When The Voice premiered in 2011, it had all the makings of an American Idol antidote. At the very least, it promised to take a more refreshing and unique approach to the somewhat tired idea of “music competition” TV shows. “Forget the bright lights and glitzy glamour! We don’t care for quirky costumes and looks! We’re only after one thing!” the show seemed to proudly declare.
The program’s original judges — a star-studded panel of Cee Lo Green, Maroon 5’s Adam Levine, Christina Aguilera, and Blake Shelton — sat cozied up in big red chairs with their backs to the main stage, a posturing that by all accounts indicated that contestants would be assessed purely by the sound of their voices. Finally, a singing contest whose singular focus would be the ability to sing, many optimistic viewers (myself included) thought.
Ambitious, yes. Admirable, sure, especially given the fact that other like-minded programming too often felt littered with gimmicks (MTV’s Making the Band, anyone?) or drawn-out tryout periods that, in themselves, played out like mini TV dramas (do people really want to see weeks of auditions, American Idol? I know I don’t.). Still, a troubling pattern began to emerge.
As the series progressed, the emphasis on the so-called “voice” stars of the show seemed to become more of an afterthought to the celebrities who rested in those red swiveling thrones. It might be a reach to call them “kings,” but in a way that’s the narrative The Voice was peddling. Instead of molding rookie musicians into distinct, individual artists, the show made it so that groups of contestants were lumped together and labeled “Team Christina” or “Team Adam,” depending on which pop star decided to take them under his/her wing.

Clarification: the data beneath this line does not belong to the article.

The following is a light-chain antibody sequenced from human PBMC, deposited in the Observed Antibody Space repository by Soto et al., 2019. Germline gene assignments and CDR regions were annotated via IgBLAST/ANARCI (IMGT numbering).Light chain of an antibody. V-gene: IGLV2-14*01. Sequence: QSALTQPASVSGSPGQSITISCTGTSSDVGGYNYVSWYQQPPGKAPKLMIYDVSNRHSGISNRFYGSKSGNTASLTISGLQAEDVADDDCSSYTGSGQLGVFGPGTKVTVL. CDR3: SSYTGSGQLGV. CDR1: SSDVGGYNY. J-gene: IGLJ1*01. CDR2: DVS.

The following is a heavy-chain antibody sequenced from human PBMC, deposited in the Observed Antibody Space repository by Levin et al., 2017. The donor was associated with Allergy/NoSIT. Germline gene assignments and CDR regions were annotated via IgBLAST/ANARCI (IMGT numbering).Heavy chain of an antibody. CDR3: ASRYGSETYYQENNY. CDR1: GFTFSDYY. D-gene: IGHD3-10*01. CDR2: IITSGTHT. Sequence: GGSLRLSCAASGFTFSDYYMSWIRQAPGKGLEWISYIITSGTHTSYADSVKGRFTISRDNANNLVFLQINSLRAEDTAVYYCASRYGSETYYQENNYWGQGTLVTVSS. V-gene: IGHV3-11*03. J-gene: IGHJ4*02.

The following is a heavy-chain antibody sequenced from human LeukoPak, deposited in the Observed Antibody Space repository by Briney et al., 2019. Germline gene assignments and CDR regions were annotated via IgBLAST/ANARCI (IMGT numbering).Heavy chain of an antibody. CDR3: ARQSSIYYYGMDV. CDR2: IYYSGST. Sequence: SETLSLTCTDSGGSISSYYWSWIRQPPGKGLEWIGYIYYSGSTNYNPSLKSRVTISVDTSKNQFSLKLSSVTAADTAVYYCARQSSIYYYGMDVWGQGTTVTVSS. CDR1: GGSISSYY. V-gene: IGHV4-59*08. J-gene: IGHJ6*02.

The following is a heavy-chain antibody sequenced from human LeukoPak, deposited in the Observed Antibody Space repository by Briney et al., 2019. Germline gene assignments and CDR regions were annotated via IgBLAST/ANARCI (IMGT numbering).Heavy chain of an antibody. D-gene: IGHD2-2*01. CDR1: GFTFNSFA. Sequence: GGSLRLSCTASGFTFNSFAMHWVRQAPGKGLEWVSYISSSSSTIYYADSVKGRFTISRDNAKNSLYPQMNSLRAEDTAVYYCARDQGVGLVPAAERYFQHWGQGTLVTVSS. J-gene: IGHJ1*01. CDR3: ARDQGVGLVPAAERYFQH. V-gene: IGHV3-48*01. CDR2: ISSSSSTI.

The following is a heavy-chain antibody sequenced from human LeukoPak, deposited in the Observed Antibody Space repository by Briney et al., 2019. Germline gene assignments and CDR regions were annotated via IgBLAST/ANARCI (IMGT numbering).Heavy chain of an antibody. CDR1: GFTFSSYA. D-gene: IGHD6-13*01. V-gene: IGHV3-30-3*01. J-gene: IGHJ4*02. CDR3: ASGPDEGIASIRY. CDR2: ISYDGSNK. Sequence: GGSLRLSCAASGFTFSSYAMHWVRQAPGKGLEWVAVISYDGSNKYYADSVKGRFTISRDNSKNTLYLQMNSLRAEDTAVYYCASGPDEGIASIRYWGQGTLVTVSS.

Oftentimes, the judges took attention away from the contenders themselves. By the end of each show, it’s not uncommon for one to better remember what pseudo self-loathing comments Levine had said in an effort to seem cute, or what insane outfit Cee Lo wore ,than any of the actual songs that were performed and, ya know, needed to be voted on.
If the judges themselves weren’t stealing enough of the spotlight, not to worry; NBC flexed its financial muscle left and right, booking high-profile artists to not only come in and help the judges mentor their respective “teams,” but also oh hey! look at that! perform their latest single. Taylor Swift, Coldplay’s Chris Martin, Fleetwood Mac’s Stevie Nicks, No Doubt’s Gwen Stefani, One Republic’s Ryan Tedder, Fall Out Boy’s Patrick Stump, and Meghan Trainor are just some of the many that passed through the program’s revolving doors conveniently around the time each was about to put out a new album or song.
The show’s ties to the professional music industry are not unknown; after all, each season’s winner is awarded with a record deal with some Universal label affiliate. Even so, it didn’t take very long before The Voice started to feel like The Judges And All Their Famous Friends. The Voice stopped caring about its voices.